No one actually claims to be good! We just comfort ourselves with the idea that we’re “good enough.”
We have some reference point in mind; a comparison to people that are below where we are. And as long as we stay above the base population of the “bad” people, that we can say we’re “good enough.”
Of course the irony is that bar that separates the “bad” people from the “good enough” people is always defined by where we’re standing!
Still though, there’s a nagging feeling that being “less worse” than everyone else, or “good enough,” doesn’t actually give us the confidence that we’re “good.”
An honest conscience always looks for a Redeemer.
Where should you start when you start reading the Bible?
Are you picking the Bible up for the first time?
Can you remember picking up the Bible for the first time?
If you’re reading the Bible, you probably take for granted how awkward it is to start. It’s a big book. It spans 2000+ years of history, dozens of authors, and a handful of literary genre’s.
I usually tell people to start in the middle, with stories of Jesus; but how weird is that? Most people start at the beginning of books; a few like skipping to the end; but who’s ever started in the middle?
All of the Bible is intelligible. Everyone can learn from it. But a little background on the section you’re in saves a lot of frustration.
Better than choosing the right place to start, is simply choosing to start. We got to get to all of it some time or another anyway!
My approach at Lakepoint Church right now is to teach how to best read a certain portion of the Bible, encourage them to try it out, and then after a few months try it all over again in a different spot. Little by little, I believe people can see reading the Bible as normal and helpful.
I’m in a teaching series right now covering the big topics of immediate family dynamics: Parenting, Marriage/Remarriage, Dating, Siblings.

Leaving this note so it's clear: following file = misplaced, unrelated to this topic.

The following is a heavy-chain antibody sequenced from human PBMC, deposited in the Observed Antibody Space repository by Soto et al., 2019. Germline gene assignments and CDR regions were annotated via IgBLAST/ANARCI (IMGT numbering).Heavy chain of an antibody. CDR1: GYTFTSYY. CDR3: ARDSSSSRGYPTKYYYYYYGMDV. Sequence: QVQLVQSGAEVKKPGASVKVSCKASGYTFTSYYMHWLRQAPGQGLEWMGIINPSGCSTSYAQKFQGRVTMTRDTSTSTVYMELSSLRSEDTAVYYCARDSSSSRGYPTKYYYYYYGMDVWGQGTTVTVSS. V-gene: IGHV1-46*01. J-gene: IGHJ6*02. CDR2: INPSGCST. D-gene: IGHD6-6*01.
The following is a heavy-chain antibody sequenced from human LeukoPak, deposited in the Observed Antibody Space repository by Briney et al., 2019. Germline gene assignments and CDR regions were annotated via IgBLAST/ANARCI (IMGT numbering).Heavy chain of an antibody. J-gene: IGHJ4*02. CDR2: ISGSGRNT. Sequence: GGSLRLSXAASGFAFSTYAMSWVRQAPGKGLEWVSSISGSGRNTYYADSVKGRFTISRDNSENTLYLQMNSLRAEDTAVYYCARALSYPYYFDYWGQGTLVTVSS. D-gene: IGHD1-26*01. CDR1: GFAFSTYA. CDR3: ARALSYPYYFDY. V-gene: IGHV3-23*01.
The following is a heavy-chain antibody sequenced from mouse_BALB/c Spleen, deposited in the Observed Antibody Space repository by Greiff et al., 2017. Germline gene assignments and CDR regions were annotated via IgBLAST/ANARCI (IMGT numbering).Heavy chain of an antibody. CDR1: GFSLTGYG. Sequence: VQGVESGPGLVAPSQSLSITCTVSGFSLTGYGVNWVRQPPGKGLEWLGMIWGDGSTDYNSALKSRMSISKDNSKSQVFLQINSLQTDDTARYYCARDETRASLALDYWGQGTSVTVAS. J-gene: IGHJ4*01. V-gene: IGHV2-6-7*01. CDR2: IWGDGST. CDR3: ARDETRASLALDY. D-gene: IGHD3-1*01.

By far, I expected the sibling topic to be the light one… but I was wrong. It’s really a major issue for a lot of people.
I shared a message last Sunday from the life of Jacob and Esau… how Jacob was always fighting and stealing to get ahead, and take what was rightfully Esau’s. I elaborated on how hurtful it is to be caught in rivalry, and what it took for their families to get a second chance at being brothers… 2100 years later.
All sorts of people wanted to talk after the message. Some siblings wanted to share how hard they had to work at becoming great friends as adults. Others talked about the hurtful comments and blame game that is still going on. Parents started catching a picture of how they can mediate amongst their kids and make the relationship healthier. It was just a flood of comments from a variety of angles.
Is sibling dynamics a hot topic for the people you know? Is it a relevant concern for you?
Read an interesting article in Fast Company on leadership… keeping up with change and trends that are happening faster than ever.
One of the more interesting themes amongst those interviewed was there comments leadership structure. Pretty much unanimously, the leaders that have been successful with our ever changing context have been the ones to involve the voice of those from the “bottom.” In other words, executives aren’t an untouchable class protected by a receptionist and corner office, they listen and invite innovative ideas from a wide range of people.